Our overuse of antibiotics in humans, animals, and plants around the world is accelerating the development and spread of drug-resistant infections. Researchers estimated that AMR in bacteria caused an estimated 1.27 million deaths in 2019(1).
Antimicrobial resistance (AMR) has often been framed as a matter of people making ill-informed choices, culminating in the over- and irrational use of antimicrobial medicines (Leung et al. 2011, Laxminarayan et al. 2013). In fact, there are many complex factors around antibiotic use.
To respond to this situation, in tandem with OUCRU’s scientific research in the field of AMR, we conduct a range of public and community activities and projects. The aim is to raise awareness and spread the message of the appropriate use of antimicrobial medicines by involving community members in sharing their perspectives and shaping the response.
The YAAR! project brought together young people from four countries in the Global South: Kenya, Nepal, Thailand, and Vietnam. These young people worked together with the YAAR! project team to do two things:
You can see more about the activities and the range of creative media produced by young people as part of this project here.
In contexts where it is not always possible to visit a doctor for a correct diagnosis and, if appropriate a prescription for medication, then people will go to the pharmacies to buy antibiotics by themselves. This situation is not uncommon across South and South East Asia.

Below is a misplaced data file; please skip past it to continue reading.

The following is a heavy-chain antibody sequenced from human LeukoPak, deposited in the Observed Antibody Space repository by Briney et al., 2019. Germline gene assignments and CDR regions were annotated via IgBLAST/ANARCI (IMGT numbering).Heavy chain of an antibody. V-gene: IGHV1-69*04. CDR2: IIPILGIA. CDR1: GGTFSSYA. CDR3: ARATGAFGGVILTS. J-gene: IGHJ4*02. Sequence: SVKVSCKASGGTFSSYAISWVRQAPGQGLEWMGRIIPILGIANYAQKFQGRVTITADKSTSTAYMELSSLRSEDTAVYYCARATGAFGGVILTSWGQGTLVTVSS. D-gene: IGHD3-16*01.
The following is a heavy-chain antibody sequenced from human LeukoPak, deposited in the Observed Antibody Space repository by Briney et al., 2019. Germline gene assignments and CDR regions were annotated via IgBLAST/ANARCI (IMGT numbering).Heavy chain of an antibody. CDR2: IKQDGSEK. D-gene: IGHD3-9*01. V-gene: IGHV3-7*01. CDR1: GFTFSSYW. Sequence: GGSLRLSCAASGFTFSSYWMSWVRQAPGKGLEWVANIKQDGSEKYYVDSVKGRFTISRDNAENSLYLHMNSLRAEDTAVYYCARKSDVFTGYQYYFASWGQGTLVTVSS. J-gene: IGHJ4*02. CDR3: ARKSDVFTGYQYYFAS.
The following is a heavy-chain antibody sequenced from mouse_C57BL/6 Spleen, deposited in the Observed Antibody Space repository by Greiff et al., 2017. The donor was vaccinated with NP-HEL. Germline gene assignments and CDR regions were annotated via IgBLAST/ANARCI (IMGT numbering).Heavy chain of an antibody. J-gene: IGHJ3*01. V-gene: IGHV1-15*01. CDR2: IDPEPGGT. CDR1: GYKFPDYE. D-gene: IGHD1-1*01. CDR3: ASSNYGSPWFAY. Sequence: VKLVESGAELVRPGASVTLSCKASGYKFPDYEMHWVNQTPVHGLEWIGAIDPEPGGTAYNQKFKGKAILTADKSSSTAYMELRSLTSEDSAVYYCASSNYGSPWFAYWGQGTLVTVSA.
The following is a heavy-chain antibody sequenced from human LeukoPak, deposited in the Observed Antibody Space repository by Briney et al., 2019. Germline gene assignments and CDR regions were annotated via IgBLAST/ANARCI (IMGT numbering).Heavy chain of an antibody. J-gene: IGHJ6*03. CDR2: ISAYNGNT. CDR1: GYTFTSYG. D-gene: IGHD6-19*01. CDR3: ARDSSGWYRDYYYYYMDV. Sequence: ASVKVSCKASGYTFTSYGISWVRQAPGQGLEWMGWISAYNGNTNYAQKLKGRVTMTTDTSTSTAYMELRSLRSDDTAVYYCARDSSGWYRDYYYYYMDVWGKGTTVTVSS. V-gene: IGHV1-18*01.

To help to address the problem from the community level, OUCRU Hanoi has developed a set of multimedia materials that they have distributed within hospitals in Hanoi. The outcomes include a short explanation video for young medical students, and leaflets to distribute at the hospital. You can download the leaflet here (medical student version and patient version).
This was supported by a Seed Award grant.
Drug Resistance is a growing concern in Nepal. OUCRU Nepal’s Public and Engagement team has developed a series of events to help raise community awareness.
Among them is a singing project with the theme ‘Singing the Songs of Antibiotics’. This began with a ‘Tea Talk’ information event and finished with a singing contest. It attracted several community volunteers who will perform this catchy song in an engaging way.
For World Antimicrobial Awareness Week 2022, OUCRU Nepal staged other community events over two months: a Doodle competition, several Tea-talk sessions with youth on drug resistance, a drug resistance movie screening, a drug resistance awareness cycle rally, and a flash mob.
Read more about Drug Resistance Engagement Activities in Nepal here.
Watch this video about research from OUCRU researchers investigating the question of the consequences for humans of widespread colistin use in backyard chicken farms in Vietnam.